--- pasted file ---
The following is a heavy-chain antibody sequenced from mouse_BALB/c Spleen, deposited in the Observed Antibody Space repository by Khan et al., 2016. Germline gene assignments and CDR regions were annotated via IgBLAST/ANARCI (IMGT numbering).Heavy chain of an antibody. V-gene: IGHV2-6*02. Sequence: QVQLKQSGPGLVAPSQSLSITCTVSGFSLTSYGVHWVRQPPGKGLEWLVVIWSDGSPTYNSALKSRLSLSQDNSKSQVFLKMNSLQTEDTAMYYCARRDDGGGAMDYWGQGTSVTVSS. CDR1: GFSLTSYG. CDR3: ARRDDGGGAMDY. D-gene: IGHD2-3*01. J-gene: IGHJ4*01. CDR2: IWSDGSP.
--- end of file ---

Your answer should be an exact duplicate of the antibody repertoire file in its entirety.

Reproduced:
The following is a heavy-chain antibody sequenced from mouse_BALB/c Spleen, deposited in the Observed Antibody Space repository by Khan et al., 2016. Germline gene assignments and CDR regions were annotated via IgBLAST/ANARCI (IMGT numbering).Heavy chain of an antibody. V-gene: IGHV2-6*02. Sequence: QVQLKQSGPGLVAPSQSLSITCTVSGFSLTSYGVHWVRQPPGKGLEWLVVIWSDGSPTYNSALKSRLSLSQDNSKSQVFLKMNSLQTEDTAMYYCARRDDGGGAMDYWGQGTSVTVSS. CDR1: GFSLTSYG. CDR3: ARRDDGGGAMDY. D-gene: IGHD2-3*01. J-gene: IGHJ4*01. CDR2: IWSDGSP.